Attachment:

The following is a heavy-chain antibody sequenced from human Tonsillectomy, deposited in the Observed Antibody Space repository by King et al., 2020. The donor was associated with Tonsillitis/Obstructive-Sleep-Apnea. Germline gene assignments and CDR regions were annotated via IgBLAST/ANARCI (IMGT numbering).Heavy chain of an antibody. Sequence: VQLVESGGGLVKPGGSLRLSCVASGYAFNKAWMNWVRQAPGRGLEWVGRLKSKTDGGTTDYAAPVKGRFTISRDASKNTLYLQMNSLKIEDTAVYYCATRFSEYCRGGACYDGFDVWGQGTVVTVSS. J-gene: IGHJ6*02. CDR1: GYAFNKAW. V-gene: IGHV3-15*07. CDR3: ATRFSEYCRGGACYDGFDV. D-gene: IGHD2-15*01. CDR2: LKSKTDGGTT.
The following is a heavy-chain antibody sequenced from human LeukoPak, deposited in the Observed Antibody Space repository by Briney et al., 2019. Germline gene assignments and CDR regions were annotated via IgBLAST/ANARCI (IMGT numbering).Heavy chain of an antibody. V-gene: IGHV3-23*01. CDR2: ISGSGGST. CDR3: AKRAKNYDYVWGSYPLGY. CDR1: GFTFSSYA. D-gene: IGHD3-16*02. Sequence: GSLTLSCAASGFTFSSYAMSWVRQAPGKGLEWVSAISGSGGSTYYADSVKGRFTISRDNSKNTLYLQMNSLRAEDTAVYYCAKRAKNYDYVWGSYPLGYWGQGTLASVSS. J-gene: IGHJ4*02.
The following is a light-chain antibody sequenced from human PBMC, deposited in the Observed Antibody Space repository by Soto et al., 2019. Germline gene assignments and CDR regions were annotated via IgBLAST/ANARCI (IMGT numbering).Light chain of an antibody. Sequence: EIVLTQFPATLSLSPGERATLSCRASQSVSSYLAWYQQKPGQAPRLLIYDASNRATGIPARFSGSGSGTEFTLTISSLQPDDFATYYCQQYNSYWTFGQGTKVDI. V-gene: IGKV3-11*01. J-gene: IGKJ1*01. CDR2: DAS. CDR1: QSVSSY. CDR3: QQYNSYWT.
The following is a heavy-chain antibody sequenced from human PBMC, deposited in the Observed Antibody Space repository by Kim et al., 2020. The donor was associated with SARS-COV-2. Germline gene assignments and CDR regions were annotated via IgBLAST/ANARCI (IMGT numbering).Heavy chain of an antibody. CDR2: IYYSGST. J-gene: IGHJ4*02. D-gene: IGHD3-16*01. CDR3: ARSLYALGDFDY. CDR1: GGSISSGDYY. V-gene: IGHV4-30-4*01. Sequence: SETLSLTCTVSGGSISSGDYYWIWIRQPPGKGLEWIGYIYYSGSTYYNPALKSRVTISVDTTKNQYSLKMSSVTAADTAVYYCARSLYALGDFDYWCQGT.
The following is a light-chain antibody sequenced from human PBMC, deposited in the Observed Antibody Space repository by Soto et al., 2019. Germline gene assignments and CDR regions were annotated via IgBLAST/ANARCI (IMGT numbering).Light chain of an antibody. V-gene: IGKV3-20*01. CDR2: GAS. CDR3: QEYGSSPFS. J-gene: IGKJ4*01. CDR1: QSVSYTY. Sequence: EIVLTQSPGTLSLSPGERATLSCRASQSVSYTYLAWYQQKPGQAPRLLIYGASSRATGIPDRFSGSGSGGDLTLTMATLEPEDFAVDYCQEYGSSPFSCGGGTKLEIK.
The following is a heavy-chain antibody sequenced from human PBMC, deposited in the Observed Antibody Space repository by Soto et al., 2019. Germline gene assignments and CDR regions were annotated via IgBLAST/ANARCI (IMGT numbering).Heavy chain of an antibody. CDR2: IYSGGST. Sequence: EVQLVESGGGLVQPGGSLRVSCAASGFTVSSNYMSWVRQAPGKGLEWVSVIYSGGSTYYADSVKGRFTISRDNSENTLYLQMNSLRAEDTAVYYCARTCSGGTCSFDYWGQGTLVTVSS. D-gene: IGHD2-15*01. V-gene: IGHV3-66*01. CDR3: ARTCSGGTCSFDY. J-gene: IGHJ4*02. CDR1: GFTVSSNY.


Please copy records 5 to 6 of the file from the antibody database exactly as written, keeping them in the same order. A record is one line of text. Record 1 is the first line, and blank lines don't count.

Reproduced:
The following is a light-chain antibody sequenced from human PBMC, deposited in the Observed Antibody Space repository by Soto et al., 2019. Germline gene assignments and CDR regions were annotated via IgBLAST/ANARCI (IMGT numbering).Light chain of an antibody. V-gene: IGKV3-20*01. CDR2: GAS. CDR3: QEYGSSPFS. J-gene: IGKJ4*01. CDR1: QSVSYTY. Sequence: EIVLTQSPGTLSLSPGERATLSCRASQSVSYTYLAWYQQKPGQAPRLLIYGASSRATGIPDRFSGSGSGGDLTLTMATLEPEDFAVDYCQEYGSSPFSCGGGTKLEIK.
The following is a heavy-chain antibody sequenced from human PBMC, deposited in the Observed Antibody Space repository by Soto et al., 2019. Germline gene assignments and CDR regions were annotated via IgBLAST/ANARCI (IMGT numbering).Heavy chain of an antibody. CDR2: IYSGGST. Sequence: EVQLVESGGGLVQPGGSLRVSCAASGFTVSSNYMSWVRQAPGKGLEWVSVIYSGGSTYYADSVKGRFTISRDNSENTLYLQMNSLRAEDTAVYYCARTCSGGTCSFDYWGQGTLVTVSS. D-gene: IGHD2-15*01. V-gene: IGHV3-66*01. CDR3: ARTCSGGTCSFDY. J-gene: IGHJ4*02. CDR1: GFTVSSNY.